John RayImmigration bill worries real estate professionalsSun Apr 30, 2006 15:44-------- Original Message --------
Subject: Immigration bill worries real estate professionals
Date: Sun, 30 Apr 2006 12:13:51 -0700
From: John Ray email@example.com
[JR: This is information Washington doesn't want the general public to know at this time for fear of a middle class citizen's revolt in this country! Washington and the bankers openly encourages illegal immigration, its GOOD FOR BUSINESS! THE IRS ALREADY KNOWS WHO MOST OF THE ILLEGALS ARE! That's probably where the "estimated 12 million" figure came from.]
Immigration bill worries real estate professionals
Loans to undocumented immigrants growing in Chicago market
BY MAKIKO KITAMURA
Medill News Service
This story ran on nwitimes.com on Monday, April 24, 2006 12:33 AM CDT
Hispanic real estate professionals from the Chicago area met with legislators in Washington last week in an effort to counter a provision of the proposed immigration legislation that would hinder undocumented immigrants from purchasing homes.
Realtors say such purchases are occurring more frequently in the Chicago area, and they're encouraging it.
During the 2006 legislative conference of the National Association of Hispanic Real Estate Professionals, Realtors voiced concerns to members of the Congressional Hispanic Caucus about the potential impact of a particular section of the House version of the immigration bill.
That section, which is not in the Senate version, would make it a crime to assist undocumented immigrants in the purchase of a home or engage in financial education of immigrants or consultation with them regarding homeownership, according to Timothy Sandos, legislative chair of NAHREP. This, he said, would discourage the real estate and mortgage industries from doing business with undocumented persons. [JR: Think of all the $$$$$$$$ in commisions they would lose!]
"We would prefer that this language be eliminated altogether," Sandos said in an interview.
"I think immigrants should have a right to buy a home just like anybody else," said Basel Tarabein, a real estate broker and owner of RE/MAX At Home in Rolling Meadows, part of RE/MAX International Inc. "We are all immigrants, [WRONG] we just came a little later than everybody else."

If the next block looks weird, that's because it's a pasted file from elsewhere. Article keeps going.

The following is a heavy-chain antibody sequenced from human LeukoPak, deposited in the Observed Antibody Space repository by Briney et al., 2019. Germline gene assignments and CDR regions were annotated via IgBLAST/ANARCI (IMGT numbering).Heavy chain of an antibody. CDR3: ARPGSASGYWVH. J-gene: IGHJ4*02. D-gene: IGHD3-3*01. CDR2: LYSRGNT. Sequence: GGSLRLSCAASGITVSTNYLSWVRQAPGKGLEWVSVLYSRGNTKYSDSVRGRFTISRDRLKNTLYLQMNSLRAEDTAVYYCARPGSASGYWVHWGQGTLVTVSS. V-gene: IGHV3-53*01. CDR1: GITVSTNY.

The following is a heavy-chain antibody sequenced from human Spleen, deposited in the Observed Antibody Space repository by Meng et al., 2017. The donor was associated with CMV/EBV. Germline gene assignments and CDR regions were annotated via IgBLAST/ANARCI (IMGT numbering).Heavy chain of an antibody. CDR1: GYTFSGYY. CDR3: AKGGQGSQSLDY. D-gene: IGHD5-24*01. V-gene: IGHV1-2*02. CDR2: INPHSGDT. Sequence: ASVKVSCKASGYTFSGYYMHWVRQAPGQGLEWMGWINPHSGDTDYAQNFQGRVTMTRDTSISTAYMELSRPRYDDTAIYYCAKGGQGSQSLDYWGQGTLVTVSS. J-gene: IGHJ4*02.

Tarabein immigrated from Syria in 1990 and became an agency owner just a year after entering the real estate business in 2000.
Currently, undocumented and legal immigrants can apply at certain banks for mortgages to purchase homes if they have filed tax returns for two years using Individual Tax Identification Numbers (ITINs) issued by the Internal Revenue Service, along with a second form of valid identification such as a passport or matricula consular card, which is a photo ID issued by the Consulate General of Mexico.
An important part of the mortgage approval process is a credit check, using an individual's credit history and credit score. Since many immigrants are unable to build a credit history, the Federal Deposit Insurance Corporation and the Mexican Consulate of Chicago spearheaded a pilot initiative in 2003 to encourage banks to consider alternative credit information, such as references from landlords, utility bills and pay stubs.
The pilot included 40 participating banks in Illinois, Indiana, Wisconsin and Kentucky.
The program has been so successful that it has been expanded to eight other cities: Atlanta, Austin, Boston, Des Moines, Kansas City, Mo., Los Angeles, New York and Charlotte/Raleigh.
According to the FDIC, in the Midwest 86 banks accept alternative forms of identification, 44 of which are in Chicago. Twenty-three of the 40 banks in the program offer these "alternative" mortgages, and 800 mortgage loans totaling $100 million have been made by those 23 banks since the start of the program.